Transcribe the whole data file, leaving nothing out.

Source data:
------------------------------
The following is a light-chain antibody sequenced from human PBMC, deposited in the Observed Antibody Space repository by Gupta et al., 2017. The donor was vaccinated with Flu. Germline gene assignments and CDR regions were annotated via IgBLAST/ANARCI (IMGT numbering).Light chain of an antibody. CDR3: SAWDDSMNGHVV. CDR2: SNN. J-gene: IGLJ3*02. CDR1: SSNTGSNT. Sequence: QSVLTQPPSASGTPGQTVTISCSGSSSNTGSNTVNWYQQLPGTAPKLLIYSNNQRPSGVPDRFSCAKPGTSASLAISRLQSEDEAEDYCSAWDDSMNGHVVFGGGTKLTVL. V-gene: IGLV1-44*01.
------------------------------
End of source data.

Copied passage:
The following is a light-chain antibody sequenced from human PBMC, deposited in the Observed Antibody Space repository by Gupta et al., 2017. The donor was vaccinated with Flu. Germline gene assignments and CDR regions were annotated via IgBLAST/ANARCI (IMGT numbering).Light chain of an antibody. CDR3: SAWDDSMNGHVV. CDR2: SNN. J-gene: IGLJ3*02. CDR1: SSNTGSNT. Sequence: QSVLTQPPSASGTPGQTVTISCSGSSSNTGSNTVNWYQQLPGTAPKLLIYSNNQRPSGVPDRFSCAKPGTSASLAISRLQSEDEAEDYCSAWDDSMNGHVVFGGGTKLTVL. V-gene: IGLV1-44*01.